Contact with Europeans led to some significant changes in Tokelauan society. Trading ships brought new foods, cloth and materials, and exposure to new information and ways of doing things. In the 1850s, missionaries from the Roman Catholic Church and the London Missionary Society, with the assistance of Tokelauans who had been introduced to religious activities in Samoa, introduced Christianity, which was readily embraced. Currently, the majority of the Atafu population are Congregational Christians and most of the Nukunonu population are Catholic. On Fakaofo the majority of the population (around 70 percent) are Congregational Christians and most of the remainder are Catholic.
In the 1860s, Peruvian slave ships visited the three atolls and forcibly removed almost all able-bodied men (253) to work as labourers in Peru. The men died in the dozens of dysentery and smallpox, and very few ever returned to Tokelau. The impact of the slave ships was devastating, and led to major changes in governance. With the loss of chiefs and able-bodied men, Tokelau moved to a system of governance based on the Taupulega, or Councils of Elders. On each atoll, individual families were represented on the Taupulega (though the method of selection of family representatives differed among atolls). Village governance today is squarely the domain of the Taupulega.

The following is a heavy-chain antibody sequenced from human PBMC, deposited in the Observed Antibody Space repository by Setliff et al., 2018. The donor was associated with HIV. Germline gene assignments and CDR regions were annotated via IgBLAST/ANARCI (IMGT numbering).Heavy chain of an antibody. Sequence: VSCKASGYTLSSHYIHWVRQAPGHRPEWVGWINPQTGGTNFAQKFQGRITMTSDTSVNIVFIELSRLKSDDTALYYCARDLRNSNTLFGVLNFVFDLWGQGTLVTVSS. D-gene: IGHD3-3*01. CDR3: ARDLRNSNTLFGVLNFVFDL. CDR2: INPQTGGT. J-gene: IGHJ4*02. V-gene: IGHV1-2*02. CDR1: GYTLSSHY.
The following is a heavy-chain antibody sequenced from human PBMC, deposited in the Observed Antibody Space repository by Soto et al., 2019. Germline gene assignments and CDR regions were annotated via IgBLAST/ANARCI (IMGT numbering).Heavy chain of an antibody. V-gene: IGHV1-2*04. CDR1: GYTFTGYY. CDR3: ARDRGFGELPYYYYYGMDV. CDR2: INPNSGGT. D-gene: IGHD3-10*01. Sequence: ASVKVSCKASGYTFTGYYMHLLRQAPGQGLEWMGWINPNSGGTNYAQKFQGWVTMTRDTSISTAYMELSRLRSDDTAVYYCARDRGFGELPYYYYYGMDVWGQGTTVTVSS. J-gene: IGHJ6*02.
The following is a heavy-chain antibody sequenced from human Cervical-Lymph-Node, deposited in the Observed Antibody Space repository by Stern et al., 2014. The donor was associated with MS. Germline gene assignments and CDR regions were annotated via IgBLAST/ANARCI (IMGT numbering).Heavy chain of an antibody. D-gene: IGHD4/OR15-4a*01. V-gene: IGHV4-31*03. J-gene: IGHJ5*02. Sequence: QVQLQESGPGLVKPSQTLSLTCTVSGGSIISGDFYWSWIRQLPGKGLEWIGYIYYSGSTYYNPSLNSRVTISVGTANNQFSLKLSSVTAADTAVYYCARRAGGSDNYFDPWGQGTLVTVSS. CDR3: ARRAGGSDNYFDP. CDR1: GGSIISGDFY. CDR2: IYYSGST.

Tokelau became a British protectorate in 1877, a status that was formalised in 1889. The British Government annexed the group (which had been renamed the Union Islands) in 1916, and included it within the boundaries of the Gilbert and Ellice Islands Colony (Kiribati and Tuvalu). In 1926 Britain passed administration of Tokelau to New Zealand. There has never been a residential administrative presence on Tokelau, and therefore administration has been ‘light-handed’ and impinged to a relatively small extent on everyday life on the atolls. Formal sovereignty was transferred to New Zealand with the enactment of the Tokelau Act 1948. While Tokelau was declared to be part of New Zealand from 1 January 1949, it has a distinctive culture and its own political, legal, social, judicial and economic systems.
Over the past three decades Tokelau has moved progressively towards its current advanced level of political self-reliance. It has its own unique political institutions, including a national legislative body and Executive Council. It runs its own judicial system and public services. It has its own shipping and telecommunications systems. It has full control over its budget. It plays an active role in regional affairs and is a member of a number of regional and international bodies.